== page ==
The three main streams of Judaism — Orthodox, Conservative, and Reform — differ in a number of ways, not the least of which is the role of women in the religion (for example the ordination of female rabbis). The video and articles linked below offer Orthodox perspectives on this important topic. (They do not necessarily represent the views of AmazingJews.org or Project Star of David.) We’ll present the positions of other streams of Judaism in upcoming editions of this website.
Quote: “In the past 30 years, scores of teshuvot, or responsa (written rabbinic answers to specific legal questions) have been written about women’s issues. The liberal denominations have addressed women’s leadership of public prayer and the entrance of women into the rabbinate and cantorate, while Orthodox responsa have covered issues such as women’s prayer groups and women’s recitation of the mourner’s kaddish.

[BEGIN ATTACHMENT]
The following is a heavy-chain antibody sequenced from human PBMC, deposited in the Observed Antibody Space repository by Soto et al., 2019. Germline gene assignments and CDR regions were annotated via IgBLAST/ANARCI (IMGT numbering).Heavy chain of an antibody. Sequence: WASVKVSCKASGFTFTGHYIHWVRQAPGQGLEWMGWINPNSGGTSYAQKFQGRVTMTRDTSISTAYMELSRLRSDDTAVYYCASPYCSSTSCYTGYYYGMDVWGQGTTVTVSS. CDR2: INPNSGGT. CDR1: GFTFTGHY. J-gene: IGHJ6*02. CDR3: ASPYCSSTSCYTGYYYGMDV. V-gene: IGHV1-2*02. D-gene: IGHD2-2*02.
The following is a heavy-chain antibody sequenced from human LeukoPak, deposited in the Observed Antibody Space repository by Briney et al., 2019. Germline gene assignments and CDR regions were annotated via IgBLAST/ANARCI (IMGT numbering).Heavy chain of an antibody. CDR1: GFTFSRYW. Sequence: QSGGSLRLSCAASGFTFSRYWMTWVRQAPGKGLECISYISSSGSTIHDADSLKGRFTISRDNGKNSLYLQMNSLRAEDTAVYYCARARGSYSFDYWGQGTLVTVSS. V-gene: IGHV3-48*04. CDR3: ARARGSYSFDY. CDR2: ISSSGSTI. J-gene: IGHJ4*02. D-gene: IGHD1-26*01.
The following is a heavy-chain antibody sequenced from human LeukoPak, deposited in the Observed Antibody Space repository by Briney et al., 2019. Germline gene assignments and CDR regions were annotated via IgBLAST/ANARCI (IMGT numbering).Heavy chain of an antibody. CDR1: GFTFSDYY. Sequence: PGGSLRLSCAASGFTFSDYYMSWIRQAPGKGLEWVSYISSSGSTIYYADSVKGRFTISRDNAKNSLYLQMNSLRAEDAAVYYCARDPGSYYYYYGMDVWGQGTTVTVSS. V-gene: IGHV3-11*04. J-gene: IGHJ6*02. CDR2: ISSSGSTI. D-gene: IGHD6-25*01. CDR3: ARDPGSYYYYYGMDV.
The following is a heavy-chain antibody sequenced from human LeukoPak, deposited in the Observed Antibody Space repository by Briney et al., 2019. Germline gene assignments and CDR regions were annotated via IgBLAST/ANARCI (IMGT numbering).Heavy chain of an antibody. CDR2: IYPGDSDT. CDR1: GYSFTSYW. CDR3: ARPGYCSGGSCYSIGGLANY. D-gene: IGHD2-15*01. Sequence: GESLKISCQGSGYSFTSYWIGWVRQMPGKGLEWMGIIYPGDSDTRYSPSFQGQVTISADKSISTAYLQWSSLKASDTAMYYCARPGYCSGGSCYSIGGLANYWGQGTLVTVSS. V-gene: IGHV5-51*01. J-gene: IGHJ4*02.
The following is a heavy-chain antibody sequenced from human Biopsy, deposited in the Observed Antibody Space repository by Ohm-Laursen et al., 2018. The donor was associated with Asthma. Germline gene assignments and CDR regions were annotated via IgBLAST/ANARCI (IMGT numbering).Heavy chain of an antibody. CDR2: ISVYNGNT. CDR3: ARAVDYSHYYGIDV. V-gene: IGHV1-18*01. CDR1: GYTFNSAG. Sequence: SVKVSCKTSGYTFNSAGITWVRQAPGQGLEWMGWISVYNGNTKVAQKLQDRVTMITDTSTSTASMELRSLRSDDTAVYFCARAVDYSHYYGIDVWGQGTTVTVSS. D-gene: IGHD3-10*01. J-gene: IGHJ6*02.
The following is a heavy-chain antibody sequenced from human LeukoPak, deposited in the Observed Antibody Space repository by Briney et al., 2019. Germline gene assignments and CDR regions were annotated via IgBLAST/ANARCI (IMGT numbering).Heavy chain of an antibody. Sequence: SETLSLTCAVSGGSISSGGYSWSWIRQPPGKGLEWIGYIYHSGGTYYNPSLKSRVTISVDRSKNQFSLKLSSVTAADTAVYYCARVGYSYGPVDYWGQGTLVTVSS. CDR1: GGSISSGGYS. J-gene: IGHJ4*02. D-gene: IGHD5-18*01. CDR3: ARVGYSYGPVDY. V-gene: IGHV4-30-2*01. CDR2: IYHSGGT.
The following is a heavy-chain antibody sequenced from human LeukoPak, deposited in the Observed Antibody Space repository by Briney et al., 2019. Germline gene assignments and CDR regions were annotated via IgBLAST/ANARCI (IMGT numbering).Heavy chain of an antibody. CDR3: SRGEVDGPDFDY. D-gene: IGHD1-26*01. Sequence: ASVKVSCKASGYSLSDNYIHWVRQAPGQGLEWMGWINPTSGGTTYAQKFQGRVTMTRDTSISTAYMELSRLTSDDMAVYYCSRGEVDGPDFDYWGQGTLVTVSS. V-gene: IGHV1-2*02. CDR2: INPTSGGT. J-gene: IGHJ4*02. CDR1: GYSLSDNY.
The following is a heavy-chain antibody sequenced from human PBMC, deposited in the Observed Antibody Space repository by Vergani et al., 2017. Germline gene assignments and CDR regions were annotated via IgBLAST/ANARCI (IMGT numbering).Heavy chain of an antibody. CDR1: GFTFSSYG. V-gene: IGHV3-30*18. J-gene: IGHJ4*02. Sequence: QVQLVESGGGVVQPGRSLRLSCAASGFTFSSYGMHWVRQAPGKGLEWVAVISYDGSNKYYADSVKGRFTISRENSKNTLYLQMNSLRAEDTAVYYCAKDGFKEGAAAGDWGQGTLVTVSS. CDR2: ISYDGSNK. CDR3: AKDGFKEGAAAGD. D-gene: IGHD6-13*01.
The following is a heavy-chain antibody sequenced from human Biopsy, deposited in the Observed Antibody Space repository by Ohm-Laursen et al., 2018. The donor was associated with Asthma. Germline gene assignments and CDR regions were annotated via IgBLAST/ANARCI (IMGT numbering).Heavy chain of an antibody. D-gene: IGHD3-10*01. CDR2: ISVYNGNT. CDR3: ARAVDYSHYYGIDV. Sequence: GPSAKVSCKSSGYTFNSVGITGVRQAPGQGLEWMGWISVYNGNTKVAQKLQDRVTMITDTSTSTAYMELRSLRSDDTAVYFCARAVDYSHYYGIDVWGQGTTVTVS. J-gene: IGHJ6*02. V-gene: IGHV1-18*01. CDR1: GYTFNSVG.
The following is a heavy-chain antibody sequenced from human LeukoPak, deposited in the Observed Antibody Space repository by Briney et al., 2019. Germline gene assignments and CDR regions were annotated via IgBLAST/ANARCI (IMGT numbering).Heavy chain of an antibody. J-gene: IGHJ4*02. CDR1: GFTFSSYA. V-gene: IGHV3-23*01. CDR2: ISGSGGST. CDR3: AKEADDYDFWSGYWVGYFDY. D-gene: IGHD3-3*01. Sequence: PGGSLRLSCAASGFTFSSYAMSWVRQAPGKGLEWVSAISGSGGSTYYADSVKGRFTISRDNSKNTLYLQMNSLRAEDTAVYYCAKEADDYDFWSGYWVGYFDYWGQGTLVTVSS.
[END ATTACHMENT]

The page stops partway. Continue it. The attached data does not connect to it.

“Many of these Orthodox responsa address not only the legality of such innovations but also the social ramifications of change. One of the concerns reflected is that innovating tradition — even when it is permissible under Jewish law — could position the community on a ‘slippery slope,’ leading to practices which do conflict with Jewish law.”
— My Jewish Learning
Learn about the role of women in Judaism from Wikipedia. ►
Watch “What the World Gets Wrong About Women in Judaism” [14:16]. ►
Read “Overview: Women in Traditional Jewish Sources” ►
Read “Judaism 101: The Role of Women” ►
Photo: Alberta Jewish News
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